sysadmin/VirtualFootShooting written at 02:46:55; Add Comment
A sysadmin mistake: shooting your virtual foot off
Here is a mistake that we've actually made more than once.
We have NFS fileservers, and to enable basic NFS server failover) each of them has both its real hostname (and IP) and a virtual IP alias. The real hostname is relatively long (we use the names of cities that start with 'san'); the fileserver's virtual hostname is short ('fsN' for some single-digit N). The result is that when we log into machines, we almost always use the virtual hostname since it's shorter, easier to remember, and what we care about.
(Sometimes when we can't recall which physical machine is which fileserver, we actually work it out by logging in to fsN and seeing what hostname it has. Hey, it's easier and faster than any other method I can think of.)
Suppose that we want to take a virtual fileserver's IP alias off the network, either to move it between physical servers or because we're about to do something that would cause NFS clients to get spurious 'permission denied' error messages on NFS operations if they could actually talk to the fileserver. So along we go; we log in to the machine, do various other prep work, and bring down the virtual IP:
And suddenly our ssh session hangs. People sit around scratching their heads and worrying about the machine crashing until suddenly the light dawns: we just shot our virtual foot off. Well, it's more that we just sawed off the branch that we were standing on.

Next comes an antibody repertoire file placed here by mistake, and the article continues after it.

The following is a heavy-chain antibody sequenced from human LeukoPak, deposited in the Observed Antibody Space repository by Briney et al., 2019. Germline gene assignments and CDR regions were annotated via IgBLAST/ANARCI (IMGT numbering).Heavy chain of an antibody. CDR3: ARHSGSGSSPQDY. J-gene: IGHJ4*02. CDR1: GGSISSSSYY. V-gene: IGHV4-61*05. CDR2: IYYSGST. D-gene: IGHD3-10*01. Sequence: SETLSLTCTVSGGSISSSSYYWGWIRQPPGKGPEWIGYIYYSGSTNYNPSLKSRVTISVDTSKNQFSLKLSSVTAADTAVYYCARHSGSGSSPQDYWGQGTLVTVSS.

Oh sure, we were thinking 'we logged in to the machine and took down the virtual IP alias, why did our session hang?'. But that's not what we actually did. We logged in to the virtual IP alias, because that's what the convenient short name maps to. It's just that normally the difference between logging in to the machine via the virtual IP alias and its real IP address doesn't matter, so we forget this picky distinction. However, when you're logged in to an IP address and you take that IP address down, well, yes, you lose your connection.
(From one perspective, this is an example of an abstraction failing under a corner case. Normally we can use 'fsN' and 'sanwhatever' as the same thing, as an abstraction; this is one of the cases where we can't, but it's easy to forget because we're so accustomed to the abstraction.)
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